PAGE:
Robert T. Yokl, President/CEO, SVAH Solutions
Robert McNamara, Secretary of Defense in the 1960s, was a champion (i.e., spoke up in favor of and supported the initiative) for value analysis in the defense department. Bob Galvin, CEO of Motorola, was a champion of Six Sigma and so was Jack Welsh at General Electric. For the most part, these cost and quality initiatives would never have gotten off the ground and been sustained at these corporations and others (DuPont, Ingersoll-Ran, and Raytheon, etc.) without the presence of these champions. It is the same with your healthcare organization’s value analysis program if it is to excel. You need champions to lead the charge and support your value analysis program to be successful.
In our value analysis consulting, facilitation, training, and coaching practice, SVAH identifies our clients’ value analysis champions at the initial stages of our orientation, strategic planning, and advanced value analysis training. We then ask our primary champion (usually the CFO) to chair the client’s Value Analysis Steering Committee that guides the value analysis program. We ask the other champions (usually vice presidents) to be administrative representatives on our client’s value analysis teams. Specifically, these value analysis team champions are responsible for:
1. Guiding their value analysis team through the political and administrative mine fields they will encounter. As you know, everyone doesn’t like change. Therefore, the administrative representative can help smooth the way to make change happen for your value analysis teams.
2. Informing their value analysis team when it needs administrative approval. Rather than guess what needs approval from other committees or teams, your administrative representative can guide your VA team through the decision-making process. This can save hundreds of hours waiting for approvals.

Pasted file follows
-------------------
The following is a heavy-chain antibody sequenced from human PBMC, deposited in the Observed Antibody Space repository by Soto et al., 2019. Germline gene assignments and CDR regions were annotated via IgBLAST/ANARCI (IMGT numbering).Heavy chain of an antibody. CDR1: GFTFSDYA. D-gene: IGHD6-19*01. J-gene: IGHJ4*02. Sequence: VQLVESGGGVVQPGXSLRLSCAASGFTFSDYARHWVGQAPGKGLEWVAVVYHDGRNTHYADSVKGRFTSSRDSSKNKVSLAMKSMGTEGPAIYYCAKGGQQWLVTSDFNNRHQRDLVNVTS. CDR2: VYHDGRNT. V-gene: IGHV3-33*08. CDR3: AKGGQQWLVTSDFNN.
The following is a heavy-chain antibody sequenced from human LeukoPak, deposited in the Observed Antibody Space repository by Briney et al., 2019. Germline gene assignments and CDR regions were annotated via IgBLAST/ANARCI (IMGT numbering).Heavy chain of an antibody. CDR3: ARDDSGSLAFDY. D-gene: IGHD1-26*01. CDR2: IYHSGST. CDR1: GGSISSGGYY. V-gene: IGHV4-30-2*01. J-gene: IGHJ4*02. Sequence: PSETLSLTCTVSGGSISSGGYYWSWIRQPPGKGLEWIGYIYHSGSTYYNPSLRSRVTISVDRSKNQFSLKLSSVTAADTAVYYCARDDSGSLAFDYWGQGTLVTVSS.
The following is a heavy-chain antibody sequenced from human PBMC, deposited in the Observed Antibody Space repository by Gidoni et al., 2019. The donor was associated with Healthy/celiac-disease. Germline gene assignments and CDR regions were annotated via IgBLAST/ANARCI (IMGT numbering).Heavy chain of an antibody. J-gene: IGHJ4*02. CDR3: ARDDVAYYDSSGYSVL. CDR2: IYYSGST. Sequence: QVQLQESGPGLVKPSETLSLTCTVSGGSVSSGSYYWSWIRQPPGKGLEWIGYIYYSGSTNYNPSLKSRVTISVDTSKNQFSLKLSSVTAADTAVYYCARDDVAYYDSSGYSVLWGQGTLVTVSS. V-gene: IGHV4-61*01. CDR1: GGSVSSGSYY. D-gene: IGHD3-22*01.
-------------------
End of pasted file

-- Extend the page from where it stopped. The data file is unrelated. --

3. Acting as a liaison between other standing committees or teams. Your administrative representative sits on a number of committees already or has knowledge of the workings of other committees, and therefore can keep these committees informed of your value analysis activities – if it will affect them.
4. Keeping CEO and healthcare organization’s management team fully informed of their value analysis team’s activities. By your administrative representative keeping your CEO and management team fully informed of your value analysis team’s activities, you should rarely have a conflict, confusion, or a missed communication with your management team.
5. Facilitating any value analysis study or investigation with customers, stakeholders, or experts. Maybe your VA project manager can’t get an appointment with one of your department heads, physicians, or clinicians to discuss a VA project. This is where your administrative representative can intervene to make this meeting happen.
6. Becoming a champion of value analysis techniques organization-wide. Now that your administrative representative has been trained in the value analysis techniques, he or she should encourage the use of these techniques in all purchases that fall under his or her responsibility.
7. Actively looking for opportunities to give your value analysis team positive exposure to the board, management team, department heads and managers, media, and public at large. For example, having a value analysis team leader present a successful value analysis project to your management team or even board of directors.
I can’t reinforce enough how important it is for your hospital, system, or IDN to have champions at every level (value analysis steering committee and at your VA team level) to help your value analysis program excel, prosper, and be sustainable over the long term. Otherwise, from our decades long experience, your VA teams will lose their momentum, legitimacy, and enthusiasm within the first year of your value analysis program. Trust me when I tell you that your administrative representative or champion is the glue that holds your VA team together.